Daylily Root Rot

Daylily Root Rots

Daylilies are flowering perennials consisting of approximately 15 species. These plants, with the botanical name Hemerocallis, are native to Asian and Eastern Asian countries, including Korea, Japan and China. They have long-stalked clusters of bell-shaped flowers in varying shades of yellow and red. Like most plants, daylilies are susceptible to root rot if left to stand in soggy soil, and this can kill your plants if you do not identify and address the problem in time. Read on to learn about the signs of root rot, and how to remedy this problem. 

Daylily root rot: Symptoms 

One of the most common symptoms of root rot in daylilies is the change in the color of their leaves, from green to yellow. This affects the whole leaf, from the bottom to the tip. There are no spots or streaks on the leaves, and the discoloration can spread to affect almost all the foliage on the plant. 

Other root rot symptoms include the following:

  • A gradual decline in the plant’s health
  • Stunted growth 
  • Small, pale leaves 
  • Branch dieback
  • The appearance of cankers or sunken, dead areas 

Causes of daylily root rot 

Armillaria root rot fungus 

One of the causes of daylily root rot is the Armillaria root rot fungus, a soil-borne pathogen that affects woody and herbaceous plants. The symptoms are similar to those of drought stress and include poor plant growth and yellowing leaves.  

The causal organisms, or pathogens, of the Armillaria root rot disease produce gilled mushrooms during the fall, at the base of infected plants and on shallow roots. These brown mushrooms grow in clusters and have a ring around their stalks. 

Sclerotium fungus 

Another cause of daylily root rot is a fungus called Sclerotium. Symptoms of a Sclerotium infection include the presence of cottony growth over the affected areas, and a darkened, rotting stem. This fungus can lie dormant in the soil for long periods, so if you have infected plants they should be transplanted to fresh, healthy soil, and all of the affected soil removed and discarded. 

How to fix daylily root rot

1. Check the plants.

If your plants have drooping, yellow leaves and you suspect root rot, you will need to check the whole plant thoroughly. You can diagnose this disease by removing the plants from their pots and inspecting the roots. If the roots are wet, brown and mushy, they are rotting and you need to take immediate action.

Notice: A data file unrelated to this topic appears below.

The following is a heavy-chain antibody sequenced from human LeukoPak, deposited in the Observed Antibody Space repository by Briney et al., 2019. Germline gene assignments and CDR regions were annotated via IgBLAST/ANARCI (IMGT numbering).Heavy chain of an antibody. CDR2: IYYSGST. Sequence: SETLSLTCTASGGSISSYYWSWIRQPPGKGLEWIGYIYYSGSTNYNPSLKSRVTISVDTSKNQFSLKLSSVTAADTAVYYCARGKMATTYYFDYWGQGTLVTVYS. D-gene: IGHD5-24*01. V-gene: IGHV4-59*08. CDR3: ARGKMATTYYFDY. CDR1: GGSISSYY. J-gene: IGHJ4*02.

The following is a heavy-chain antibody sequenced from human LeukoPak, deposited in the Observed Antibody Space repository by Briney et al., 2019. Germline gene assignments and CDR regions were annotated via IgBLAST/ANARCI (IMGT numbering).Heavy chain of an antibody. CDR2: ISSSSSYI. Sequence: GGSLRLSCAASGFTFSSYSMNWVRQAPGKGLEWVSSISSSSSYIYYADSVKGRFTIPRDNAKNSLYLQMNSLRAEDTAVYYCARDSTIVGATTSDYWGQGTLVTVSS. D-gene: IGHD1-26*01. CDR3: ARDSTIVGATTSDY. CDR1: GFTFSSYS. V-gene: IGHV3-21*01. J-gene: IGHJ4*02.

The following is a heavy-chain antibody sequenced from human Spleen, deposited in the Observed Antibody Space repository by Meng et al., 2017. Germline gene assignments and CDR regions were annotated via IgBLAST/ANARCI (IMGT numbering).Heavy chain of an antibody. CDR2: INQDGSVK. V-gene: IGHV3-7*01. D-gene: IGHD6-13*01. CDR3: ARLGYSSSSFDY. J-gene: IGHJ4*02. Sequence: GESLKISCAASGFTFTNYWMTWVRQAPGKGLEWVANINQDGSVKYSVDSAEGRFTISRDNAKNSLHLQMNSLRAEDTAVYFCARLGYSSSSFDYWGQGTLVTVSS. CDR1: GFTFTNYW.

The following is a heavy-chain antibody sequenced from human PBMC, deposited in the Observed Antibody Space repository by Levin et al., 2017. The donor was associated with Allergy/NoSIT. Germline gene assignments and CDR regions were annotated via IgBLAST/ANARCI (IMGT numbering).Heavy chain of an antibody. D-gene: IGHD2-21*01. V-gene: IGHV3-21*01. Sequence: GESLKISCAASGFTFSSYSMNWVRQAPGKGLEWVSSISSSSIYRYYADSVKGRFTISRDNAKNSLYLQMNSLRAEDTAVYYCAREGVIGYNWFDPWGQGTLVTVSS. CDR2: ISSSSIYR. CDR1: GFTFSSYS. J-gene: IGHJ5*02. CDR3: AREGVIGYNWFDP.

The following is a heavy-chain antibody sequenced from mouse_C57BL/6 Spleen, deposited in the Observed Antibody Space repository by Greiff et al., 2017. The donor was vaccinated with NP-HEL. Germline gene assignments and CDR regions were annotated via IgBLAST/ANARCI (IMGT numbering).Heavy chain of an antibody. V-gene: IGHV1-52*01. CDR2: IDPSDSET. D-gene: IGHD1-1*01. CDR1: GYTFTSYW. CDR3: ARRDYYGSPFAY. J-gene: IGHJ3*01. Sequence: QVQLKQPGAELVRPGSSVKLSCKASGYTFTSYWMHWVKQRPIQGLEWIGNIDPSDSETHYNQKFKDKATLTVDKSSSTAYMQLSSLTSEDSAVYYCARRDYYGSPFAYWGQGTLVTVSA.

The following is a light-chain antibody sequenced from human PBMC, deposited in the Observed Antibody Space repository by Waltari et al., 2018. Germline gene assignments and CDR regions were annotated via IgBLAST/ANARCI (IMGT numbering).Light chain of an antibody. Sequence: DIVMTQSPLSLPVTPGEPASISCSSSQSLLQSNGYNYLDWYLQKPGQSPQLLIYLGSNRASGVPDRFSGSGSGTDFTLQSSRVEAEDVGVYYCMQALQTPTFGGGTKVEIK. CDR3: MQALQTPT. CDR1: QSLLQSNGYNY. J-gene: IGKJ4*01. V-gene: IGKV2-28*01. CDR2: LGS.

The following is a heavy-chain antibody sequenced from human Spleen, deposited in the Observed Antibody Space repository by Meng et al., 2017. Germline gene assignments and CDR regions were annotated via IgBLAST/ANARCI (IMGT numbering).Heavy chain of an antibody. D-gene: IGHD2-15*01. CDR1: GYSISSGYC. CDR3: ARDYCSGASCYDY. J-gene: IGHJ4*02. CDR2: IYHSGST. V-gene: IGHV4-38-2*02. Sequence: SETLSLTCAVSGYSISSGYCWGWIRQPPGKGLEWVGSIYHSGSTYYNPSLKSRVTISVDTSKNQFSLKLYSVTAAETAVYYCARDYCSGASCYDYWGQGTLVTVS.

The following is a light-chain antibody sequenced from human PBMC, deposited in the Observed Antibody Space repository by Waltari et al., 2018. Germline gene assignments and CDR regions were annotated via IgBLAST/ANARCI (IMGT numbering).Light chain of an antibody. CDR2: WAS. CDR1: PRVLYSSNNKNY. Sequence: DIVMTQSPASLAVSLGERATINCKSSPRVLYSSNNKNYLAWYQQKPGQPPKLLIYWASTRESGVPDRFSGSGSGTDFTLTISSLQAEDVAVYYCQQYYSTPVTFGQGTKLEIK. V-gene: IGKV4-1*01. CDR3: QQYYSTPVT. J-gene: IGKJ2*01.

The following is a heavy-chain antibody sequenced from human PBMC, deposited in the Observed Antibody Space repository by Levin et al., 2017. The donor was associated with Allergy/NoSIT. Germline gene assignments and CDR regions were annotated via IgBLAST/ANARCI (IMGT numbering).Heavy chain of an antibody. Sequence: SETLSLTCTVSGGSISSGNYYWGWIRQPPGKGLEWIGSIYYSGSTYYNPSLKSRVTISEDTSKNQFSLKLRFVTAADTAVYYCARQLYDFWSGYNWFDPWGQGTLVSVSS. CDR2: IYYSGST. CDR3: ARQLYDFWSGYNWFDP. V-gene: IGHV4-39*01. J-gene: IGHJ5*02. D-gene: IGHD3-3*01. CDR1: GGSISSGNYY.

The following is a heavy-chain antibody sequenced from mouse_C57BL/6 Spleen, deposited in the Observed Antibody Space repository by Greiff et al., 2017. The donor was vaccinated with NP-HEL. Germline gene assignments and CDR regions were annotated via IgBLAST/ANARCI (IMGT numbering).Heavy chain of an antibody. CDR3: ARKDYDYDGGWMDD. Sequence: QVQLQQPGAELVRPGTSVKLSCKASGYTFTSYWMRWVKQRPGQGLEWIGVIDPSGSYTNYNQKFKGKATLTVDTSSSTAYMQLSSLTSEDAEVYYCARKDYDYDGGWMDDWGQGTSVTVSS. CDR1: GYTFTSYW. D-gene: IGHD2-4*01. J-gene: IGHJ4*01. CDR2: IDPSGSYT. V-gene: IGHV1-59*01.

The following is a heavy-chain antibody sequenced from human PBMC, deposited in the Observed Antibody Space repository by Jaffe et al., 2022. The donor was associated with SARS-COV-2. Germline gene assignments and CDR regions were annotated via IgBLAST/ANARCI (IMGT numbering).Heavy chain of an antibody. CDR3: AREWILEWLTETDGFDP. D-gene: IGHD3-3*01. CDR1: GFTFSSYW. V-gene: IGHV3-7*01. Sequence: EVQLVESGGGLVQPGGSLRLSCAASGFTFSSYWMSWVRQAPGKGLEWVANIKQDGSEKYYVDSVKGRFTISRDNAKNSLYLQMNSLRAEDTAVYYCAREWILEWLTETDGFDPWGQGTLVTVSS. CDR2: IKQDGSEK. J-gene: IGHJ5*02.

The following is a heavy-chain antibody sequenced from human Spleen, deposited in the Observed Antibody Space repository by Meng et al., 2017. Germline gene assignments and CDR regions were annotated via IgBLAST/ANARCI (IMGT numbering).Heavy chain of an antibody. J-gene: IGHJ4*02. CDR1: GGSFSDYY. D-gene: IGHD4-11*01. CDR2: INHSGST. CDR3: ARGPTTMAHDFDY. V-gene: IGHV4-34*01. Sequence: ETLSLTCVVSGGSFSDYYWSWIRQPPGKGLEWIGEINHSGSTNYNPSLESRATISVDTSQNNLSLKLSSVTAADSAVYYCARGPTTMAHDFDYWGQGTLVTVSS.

2. Clean the roots. 

Remove as much soil as possible, as gently as you can, and cut away the affected roots with sterile scissors or shears. Gently wash the remaining healthy roots, making sure there is no infected soil remaining on them. 

3. Repot the plants. 

Once you have removed the affected roots, repot the plants using fresh soil in a new pot with proper drainage. If you would rather re-use the same pot, make sure you clean it well. Prune the tops of the plants so that there are fewer leaves for the remaining roots to support.

4. Place the plants in a bright spot. 

Put the plants in a bright area and water only when the top layer of soil is dry. Your plants will start to anchor themselves and return to their healthy state in just a few weeks. 

How to prevent daylily root rot

To prevent daylily root rot, you need to ensure proper drainage for your plants. The pots should have drainage holes so that excess water can drain off, and you should adjust your watering schedule according to the weather and the season. Avoid sporadic watering, as this can damage your plants. If the soil and the roots do not have enough time to dry out between waterings, this could lead to root rot. 

Always check the soil before watering your plants and do not water unless the top two inches of soil are already dry. You should loosen up the soil to aerate it and allow for an even distribution of water and a good flow of oxygen. This prevents moisture buildup around the roots. 

Conclusion 

Daylilies are perennial flowering plants native to Asian and East Asian countries including Japan, Korea and China. When left to stand in wet soil, these flowering plants can be susceptible to root rot, which is commonly caused by fungi such as Armillaria and Sclerotium. The common signs of root rot in daylilies include discolored foliage, stunted growth, branch dieback and a gradual decline in the plant’s overall health.

Image: istockphoto.com / Oksana Akhtanina